I made a comment that, “Obviously some people put a lot of effort into this fancy-looking report to pat themselves on the back for the supposed achievements of the CFLRP, but I’m calling BS on many of the achievement claims made by these CFLRP collaborators in this report.  There is simply no way possible that all of the work listed in the report was achieved with a little CFLRP funding.  Many of these CFLRP collaboratives are dramatically over-inflating accomplishments directly attributed to the CFLRP and are taking credit for work that the Forest Service would have done anyway, regardless of if CFLRP passed or if $10 million was allocated to these 10 projects around the country.”

In other words, I firmly believe that some members of some CFLRP’s around the country are double- and triple-counting to make their program seem more successful than it actually is.  It’s almost as if they give the public the impression that the Forest Service has zero budget outside of what the CFLR program provides.

For example, if CFLRP funding accounts for 25% of the funding needed to complete X amount of logging on a certain forest should the CFLRP collaborators claim credit for the entire X amount of logging? Or would it be more honest for the CFLRP collaborators to claim credit for 25% of the logging? I certainly believe that the later is entirely more accurate, while the former is a complete exaggeration bordering on outright lying.

(Another awkward transition….)

So, this morning I was sent a copy of the latest meeting notes for the Southwestern Crown of the Continent Collaborative group from Friends of the Wild Swan, a group that’s keeping close tabs on some of the goings-on with the SWCC in their backyard.

What really caught my eye was this statement of fact in the notes:

“Nationally over the 20 CFLR projects there have been 49 decisions. Of those, 47% have been appealed or objected to and one litigated. Several of the appellants were part of local collaborative group.”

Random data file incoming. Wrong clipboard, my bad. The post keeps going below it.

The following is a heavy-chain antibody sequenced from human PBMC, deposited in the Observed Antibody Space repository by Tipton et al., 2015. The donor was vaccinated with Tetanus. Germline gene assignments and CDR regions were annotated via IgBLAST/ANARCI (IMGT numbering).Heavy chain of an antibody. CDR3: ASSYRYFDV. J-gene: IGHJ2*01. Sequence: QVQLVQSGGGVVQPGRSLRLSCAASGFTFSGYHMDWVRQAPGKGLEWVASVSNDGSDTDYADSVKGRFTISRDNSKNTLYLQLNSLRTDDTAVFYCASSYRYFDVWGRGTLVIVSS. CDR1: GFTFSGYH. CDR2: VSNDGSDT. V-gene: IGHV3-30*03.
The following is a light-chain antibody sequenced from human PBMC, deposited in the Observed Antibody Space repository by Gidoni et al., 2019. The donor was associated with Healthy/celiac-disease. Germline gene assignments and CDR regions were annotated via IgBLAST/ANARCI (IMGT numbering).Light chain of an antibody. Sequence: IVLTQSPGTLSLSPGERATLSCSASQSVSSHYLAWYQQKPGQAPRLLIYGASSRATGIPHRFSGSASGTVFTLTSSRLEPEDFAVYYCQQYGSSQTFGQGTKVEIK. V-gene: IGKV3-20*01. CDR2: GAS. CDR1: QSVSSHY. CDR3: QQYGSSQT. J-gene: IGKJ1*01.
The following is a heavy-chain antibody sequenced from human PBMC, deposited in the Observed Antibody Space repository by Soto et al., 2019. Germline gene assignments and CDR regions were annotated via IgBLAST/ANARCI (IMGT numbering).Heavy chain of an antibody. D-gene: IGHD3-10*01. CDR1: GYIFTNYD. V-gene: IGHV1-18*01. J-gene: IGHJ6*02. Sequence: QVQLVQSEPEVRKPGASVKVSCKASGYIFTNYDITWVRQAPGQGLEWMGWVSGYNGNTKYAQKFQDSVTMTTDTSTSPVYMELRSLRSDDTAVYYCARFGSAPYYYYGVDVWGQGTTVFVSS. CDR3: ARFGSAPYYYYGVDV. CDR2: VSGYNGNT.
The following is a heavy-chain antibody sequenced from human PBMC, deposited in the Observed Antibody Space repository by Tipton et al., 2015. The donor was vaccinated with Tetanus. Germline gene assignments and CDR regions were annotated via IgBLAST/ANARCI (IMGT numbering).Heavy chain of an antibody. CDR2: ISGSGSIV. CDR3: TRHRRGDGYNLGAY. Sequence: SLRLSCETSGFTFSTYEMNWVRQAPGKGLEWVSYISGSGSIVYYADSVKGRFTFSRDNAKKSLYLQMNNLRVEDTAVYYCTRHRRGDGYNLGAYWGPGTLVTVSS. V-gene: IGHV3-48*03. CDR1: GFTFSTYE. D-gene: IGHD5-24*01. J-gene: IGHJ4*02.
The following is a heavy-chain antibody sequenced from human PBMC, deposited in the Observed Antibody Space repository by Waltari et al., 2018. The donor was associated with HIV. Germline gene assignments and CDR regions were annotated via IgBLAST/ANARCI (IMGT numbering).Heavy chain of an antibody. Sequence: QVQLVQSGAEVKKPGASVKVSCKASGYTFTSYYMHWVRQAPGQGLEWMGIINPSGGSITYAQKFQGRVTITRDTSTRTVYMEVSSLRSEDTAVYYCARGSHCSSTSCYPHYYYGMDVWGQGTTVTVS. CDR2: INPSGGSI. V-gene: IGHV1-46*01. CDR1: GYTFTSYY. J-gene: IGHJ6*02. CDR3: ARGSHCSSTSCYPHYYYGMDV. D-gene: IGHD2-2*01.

What’s that? You mean that while some of these CFLR collaborators are using some questionable accounting procedures to make it seem like their program is much more successful than it really is, these same CFLR collaborators aren’t letting the public know in their glossy, end-of-the-year accomplish report that 47% of all CFLR project decisions have been appealed? Including appeals by some of the same people/groups/interests that are part of these collaborative groups?

Since this figure was presented by the Forest Service and placed into official notes of the SWCC, one has to assume that somewhere, somebody has an actual spreadsheet or report about the fact that 47% of all CFLR project decisions have been appealed/objected to.  For certain, I’ll be in contact with the SWCC to see if they will provide more information about this, and I’d encourage other people around the country to write their CFLR collaborative and see what additional information can be uncovered.

The public deserves nothing but full openness and transparency when it comes to the management of America’s public lands, so hopefully some members of these CFLR collaboratives will cease the shell-game PR campaign and be more honest about the CFLR program.

UPDATE:  Sandy Mack, the Forest Service’s Liaison Officer for the Southwestern Crown of the Continent CFLRP just sent me the following spreadsheet based on my information request. I haven’t had time to look it over, but wanted to make sure it was up here so anyone interested could take a look at it.

As an aside, does anyone else know of another CFLRP collaborative in the country that has it’s own Forest Service-appointed (and paid) Liaison Officer? Is that a common practice? Or could it just be further proof that what’s happening in Montana with the SWCC is way outside the norms of Forest Service “collaboration?”

12 thoughts on “Who’d Have Known? 47% of CFLR Projects Nationally Appealed”

  1. While I am not defending what Matt doesn’t like in his part of the country, here are some Collaborative links presented by my own local Collaborative group.


    I have no doubt that some groups will continue to use litigation as their Plan A. Some seem to feel that their participation legitimizes the process of Collaboration, Consensus and Compromise so, litigation remains their preferred, time-tested way of imposing their beliefs.

  2. Matthew, I agree with you that…

    The public deserves nothing but full openness and transparency when it comes to the management of America’s public lands, so hopefully some members of these CFLR collaboratives will cease the shell-game PR campaign and be more honest about the CFLR program.